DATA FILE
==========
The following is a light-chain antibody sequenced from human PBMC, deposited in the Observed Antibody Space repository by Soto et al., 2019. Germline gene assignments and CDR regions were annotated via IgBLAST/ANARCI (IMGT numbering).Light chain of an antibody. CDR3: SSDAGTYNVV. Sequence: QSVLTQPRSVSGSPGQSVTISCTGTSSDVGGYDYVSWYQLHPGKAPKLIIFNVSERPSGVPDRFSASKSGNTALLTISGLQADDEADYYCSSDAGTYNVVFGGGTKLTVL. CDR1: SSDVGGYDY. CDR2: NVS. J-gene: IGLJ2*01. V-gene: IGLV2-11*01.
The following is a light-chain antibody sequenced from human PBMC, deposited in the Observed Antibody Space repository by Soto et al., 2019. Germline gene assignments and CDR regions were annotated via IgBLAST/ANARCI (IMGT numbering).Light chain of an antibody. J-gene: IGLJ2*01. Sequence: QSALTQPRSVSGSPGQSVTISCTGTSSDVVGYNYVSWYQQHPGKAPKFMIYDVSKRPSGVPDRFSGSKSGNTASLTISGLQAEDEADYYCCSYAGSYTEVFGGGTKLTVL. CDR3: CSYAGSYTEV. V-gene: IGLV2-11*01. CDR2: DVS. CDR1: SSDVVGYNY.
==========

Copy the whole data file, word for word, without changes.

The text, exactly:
The following is a light-chain antibody sequenced from human PBMC, deposited in the Observed Antibody Space repository by Soto et al., 2019. Germline gene assignments and CDR regions were annotated via IgBLAST/ANARCI (IMGT numbering).Light chain of an antibody. CDR3: SSDAGTYNVV. Sequence: QSVLTQPRSVSGSPGQSVTISCTGTSSDVGGYDYVSWYQLHPGKAPKLIIFNVSERPSGVPDRFSASKSGNTALLTISGLQADDEADYYCSSDAGTYNVVFGGGTKLTVL. CDR1: SSDVGGYDY. CDR2: NVS. J-gene: IGLJ2*01. V-gene: IGLV2-11*01.
The following is a light-chain antibody sequenced from human PBMC, deposited in the Observed Antibody Space repository by Soto et al., 2019. Germline gene assignments and CDR regions were annotated via IgBLAST/ANARCI (IMGT numbering).Light chain of an antibody. J-gene: IGLJ2*01. Sequence: QSALTQPRSVSGSPGQSVTISCTGTSSDVVGYNYVSWYQQHPGKAPKFMIYDVSKRPSGVPDRFSGSKSGNTASLTISGLQAEDEADYYCCSYAGSYTEVFGGGTKLTVL. CDR3: CSYAGSYTEV. V-gene: IGLV2-11*01. CDR2: DVS. CDR1: SSDVVGYNY.